Am I becoming more Peruvian?
And less American?
Does it really matter?
These are questions I have been asking myself recently.
I’ve been in Peru fifteen years now.
After a time, how much, I ask myself, do you adapt to the culture of your new country?
This is not a question of “going native” which implies that you give up everything of your former culture and take up completely the ways of the new culture. I think that is impossible and a bad idea.
Instead, I believe, there is a process of slow and partial change that occurs when you live in another culture for a time.
It is sort of a “pick and choose” process where you add the things that you like about the new culture as you let go of some of the old cultural values that are no longer necessary or relevant.
And I think that this experience is typical of those who successfully transition from one culture to another. You change some things and keep some others.
Looking at myself objectively, which I honestly cannot do, I can see that I have partially adapted to the ways of my adopted country.
For a more expert opinion, however, I decided to ask my wife. So, I put it to her straight out,
“How have I changed in the fifteen years we’ve been in Peru?”
I braced myself for the answer, but the first thing she said was,
“I think you are a better person than you were fifteen years ago.”
That made me feel good, and I had to nod in agreement as she continued, “I believe you are much happier and healthier.”
Both those points are true. I am much healthier because I have changed my life-style, and the result is a trim waste-line along with nice numbers on my physical exams.
I am happier for many reasons.
For one, I have become more flexible and tolerant. I don’t get upset, as before, when I have a problem. I know that there are people who will help me, both family and friends. That makes me feel much safer and less exposed.
Also, I don’t take it personally when someone shows up late for an appointment—I don’t see it as a personal insult as I did in America. In fact, I am much more tolerant of all of the unexpected twists and turns that life can take here in Lima.
Finally, I no longer feel the pressure to be a “success”. Instead, I concentrate on doing my best with my work as a teacher and writer. The result is that I love what I do. Before I came to Peru, I was driven by the desire to move up the ladder, to be a material success. Letting go of that has definitely made my life much better.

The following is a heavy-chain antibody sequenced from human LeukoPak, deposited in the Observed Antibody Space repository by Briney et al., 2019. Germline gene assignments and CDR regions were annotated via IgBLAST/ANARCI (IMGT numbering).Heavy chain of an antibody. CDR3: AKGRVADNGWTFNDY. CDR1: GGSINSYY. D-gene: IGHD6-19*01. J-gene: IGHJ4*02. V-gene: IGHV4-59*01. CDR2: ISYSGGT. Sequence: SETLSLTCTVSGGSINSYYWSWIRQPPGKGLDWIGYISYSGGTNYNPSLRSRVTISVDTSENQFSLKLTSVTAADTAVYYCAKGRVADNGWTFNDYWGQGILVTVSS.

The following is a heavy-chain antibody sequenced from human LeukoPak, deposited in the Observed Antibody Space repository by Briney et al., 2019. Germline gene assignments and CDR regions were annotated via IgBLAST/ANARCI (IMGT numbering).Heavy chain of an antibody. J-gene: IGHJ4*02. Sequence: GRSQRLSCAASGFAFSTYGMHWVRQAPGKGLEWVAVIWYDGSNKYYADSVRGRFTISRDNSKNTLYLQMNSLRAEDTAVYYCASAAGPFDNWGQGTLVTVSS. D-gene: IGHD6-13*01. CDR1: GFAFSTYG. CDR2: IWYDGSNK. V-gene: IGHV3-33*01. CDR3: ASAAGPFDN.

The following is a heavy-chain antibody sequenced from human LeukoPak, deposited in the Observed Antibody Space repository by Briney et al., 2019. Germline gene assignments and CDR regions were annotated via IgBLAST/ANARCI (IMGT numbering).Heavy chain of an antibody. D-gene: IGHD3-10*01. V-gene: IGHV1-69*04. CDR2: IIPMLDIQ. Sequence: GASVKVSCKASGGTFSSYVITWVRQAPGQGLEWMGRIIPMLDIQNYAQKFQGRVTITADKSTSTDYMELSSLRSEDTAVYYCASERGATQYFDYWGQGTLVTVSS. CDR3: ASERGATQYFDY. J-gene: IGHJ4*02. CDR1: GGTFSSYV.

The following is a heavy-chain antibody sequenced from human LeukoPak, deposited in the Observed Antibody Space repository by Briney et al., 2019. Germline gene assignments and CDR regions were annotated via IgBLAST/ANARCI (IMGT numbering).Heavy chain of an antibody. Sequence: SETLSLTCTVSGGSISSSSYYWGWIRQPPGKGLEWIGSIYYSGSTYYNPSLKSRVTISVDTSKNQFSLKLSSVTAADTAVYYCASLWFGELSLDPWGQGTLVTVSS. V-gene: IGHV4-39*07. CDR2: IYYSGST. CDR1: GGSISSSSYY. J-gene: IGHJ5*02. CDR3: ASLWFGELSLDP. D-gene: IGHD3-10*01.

My wife said another thing to me.” You are much more realistic about Peru, now. You see the good things and the bad and balance everything out.” That is true. We have had many good and bad experiences here. I’ve learned to enjoy the good and deal with the bad.
And maybe that is the real secret of living well anywhere.
One thought on “Have I Become A New Person?”
I have been living in China for over a decade and I have changed.
Most of it is to do with my patience, I don’t think anyone can really live in another culture and not experience a change of patience and what ‘pushes your buttons’ a lot of things are out of your control and you just need to relax about things you can’t change – this is definitely true about life in China – a car horn beeping would send the average Brit into a rage – that noise does not send me into a rage in China but I had to learn it subconsciously – I changed without realising and yes – I am a lot happier than I was – tripwire moments do not happen anymore and I am a lot better for it.
I weigh less and am far more healthier than I was back at home and I eat more fresh vegetables than I ever used to, I have a regular exercise routine, I have a job I like and no overbearing bosses or work colleagues – for me, there’s no ladder to climb, I am happy right where I am.
I think about Peru for retirement – living near the Pacific Ocean in Magdalena del Mar (even the name sounds inviting…) for a fraction of the cost of what it would be in Sydney or Honolulu… ceviche and causa for lunch! That would make anyone happier and more content!